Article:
“The thing that dumbfounded me the most was I always thought that there was one committee in [both in the Senate and the House of Representatives] that regulated all the funding. Well, while working on aspects of the transportation bill, I found that [the funding] was separated out from, and under the jurisdiction of several committees completely unrelated to, the rest of the bill. So as a civil engineering consultant, in the past, working on an infrastructure project, you did not have to know which committee had jurisdiction over what part of the bill you were working on…it seemed to be simply tied to a program. It just never made much sense why we had to jump through so many hoops and applications for our clients…now as I am attending some of those committee hearings it is starting to make some sense!”
Harrison has high praise for her new colleagues.
“I don’t think I have ever come across people who are more dedicated or hard working than the staffers in these [congressional] offices. Just what they go through on a daily basis to collect all this information for the Senator – putting together his talking points or his speeches; supporting him in every hour of the day, whether it is a 7:30 a.m. breakfast meeting or a 10 p.m. after-dinner speech – it’s just amazing, ” Harrison says.
Best Professional Learning Experience of My Life
The Congressional Science and Engineering Fellows Program was first organized by the American Association for the Advancement of Science (AAAS) in 1973. Since then, ASCE has joined 22 other engineering and scientific societies that sponsor Fellows.
Since its inception the Congressional Fellows Program has had several objectives. First and foremost has been to create a cadre of congressional staffers who understand science and engineering and enhance the capabilities of Congress to deal with those issues. A second objective has been to develop a group of scientists and engineers who understand Congress and who will return to help the science and engineering community improve its ability to impact public policy. The third objective has been to expose members of Congress and their staffs to the ways of thinking in scientific and engineering fields, and the final objective has been to make it easier for the general scientific and engineering community to deliver messages to Congress.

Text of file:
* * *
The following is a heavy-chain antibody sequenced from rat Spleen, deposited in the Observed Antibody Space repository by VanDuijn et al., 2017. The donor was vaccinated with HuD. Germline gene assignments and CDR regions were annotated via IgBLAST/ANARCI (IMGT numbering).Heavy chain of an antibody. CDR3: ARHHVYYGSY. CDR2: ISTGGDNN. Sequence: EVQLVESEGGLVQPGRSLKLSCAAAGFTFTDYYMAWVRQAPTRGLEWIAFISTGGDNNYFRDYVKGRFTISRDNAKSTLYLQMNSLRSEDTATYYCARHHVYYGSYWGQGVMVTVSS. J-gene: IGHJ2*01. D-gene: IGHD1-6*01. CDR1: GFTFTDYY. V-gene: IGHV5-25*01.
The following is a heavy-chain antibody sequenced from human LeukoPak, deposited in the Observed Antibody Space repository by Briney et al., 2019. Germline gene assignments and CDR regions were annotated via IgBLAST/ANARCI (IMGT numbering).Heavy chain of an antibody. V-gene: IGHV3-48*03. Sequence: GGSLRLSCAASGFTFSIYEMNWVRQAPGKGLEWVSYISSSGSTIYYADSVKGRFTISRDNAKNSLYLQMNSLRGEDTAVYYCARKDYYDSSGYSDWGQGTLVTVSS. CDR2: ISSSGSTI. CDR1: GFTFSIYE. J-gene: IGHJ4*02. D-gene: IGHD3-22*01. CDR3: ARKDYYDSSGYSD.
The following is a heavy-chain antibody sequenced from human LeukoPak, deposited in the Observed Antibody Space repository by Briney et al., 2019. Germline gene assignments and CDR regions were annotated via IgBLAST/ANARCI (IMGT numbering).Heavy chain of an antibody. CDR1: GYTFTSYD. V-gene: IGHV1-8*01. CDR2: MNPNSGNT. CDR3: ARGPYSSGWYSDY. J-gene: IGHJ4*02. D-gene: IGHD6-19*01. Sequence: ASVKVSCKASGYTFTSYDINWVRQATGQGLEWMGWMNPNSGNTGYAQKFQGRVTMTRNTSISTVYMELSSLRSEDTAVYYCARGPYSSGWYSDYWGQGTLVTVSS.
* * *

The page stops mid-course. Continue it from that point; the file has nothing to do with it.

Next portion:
Begun in July 1996 when the ASCE Board of Direction approved funds to initiate an ASCE Congressional Fellows Program, the program provides an opportunity for a Society member to work for 1 year as a member of staff for a Congressional Committee, U.S. Senator, or member of the U.S. House of Representatives. John Hemphill, A.M.ASCE, was selected as the first ASCE Congressional Fellow in January 1997 and served with the Senate Committee on Environment and Public Works, where he was active in efforts to reauthorize the Intermodal Surface Transportation Efficiency Act. Theresa Harrison is now the 18th ASCE congressional fellow.
“The fellowship was the best professional learning experience of my life,” shared Yumei Wang, P.E., F.ASCE, chair of ASCE’s Executive Committee on the Council on Disaster Risk Management, Geohazards Section Leader at the Oregon Department of Geology and Mineral Industries, and a congressional fellow in 2000.
“I got an expansive view of how civil engineering and the infrastructure we design affects families, small business, big businesses, and our entire community,” Wang says. “My responsibilities working in the office of Senator Ted Kennedy [D-Massachusetts] were in the area of the environment, transportation, energy, and appropriations, and it really opened my eyes to how important it is for civil engineers to be proactive to address aging infrastructure and advancing infrastructure technology.”
“Be ready for something unlike you have ever done before as a civil engineer,” adds Harrison.
Sounding Like We Know What We Are Talking About
So what exactly does a congressional fellow do and is it as exciting as it sounds?
“Well, I don’t open mail or answer the phones. That’s what the interns tend to do,” joked Harrison
“Right now [in April] we are going through appropriations so if any of the issues [we are working] requires what we call a ‘letter of support’ for certain levels of funding, I have been involved in writing and editing the ones that are transportation or infrastructure related. They tend to run those by me [and ask,] Does this make sense engineering-wise?
“I also work directly with the Senator’s state directors, and there are eight of those. One of the very first things that I was charged with was reaching out to every one of these people and also the metropolitan planning organizations’ directors, and asking them what issues they needed help with in terms of transportation and infrastructure.”
Harrison says the learning process is a 2-way street; the staff is learning about infrastructure-related issues and she is learning about the political process in Washington.
“Yes, they do look to me and ask me about how this works or that,” she notes. “We had an issue that involved traffic signals and I’ve done intersection design and highway design for years and I was able to rewrite this letter to the DOT [Department of Transportation] that was in a language and terminology [which] engineers would better understand. I’d like to think that we got better response from the DOT because of the proper wording and we sounded like we knew what we were talking about.”
“But when it comes to policies and procedures on Capitol Hill, I am not learning one thing from staff, but a dozen things daily.”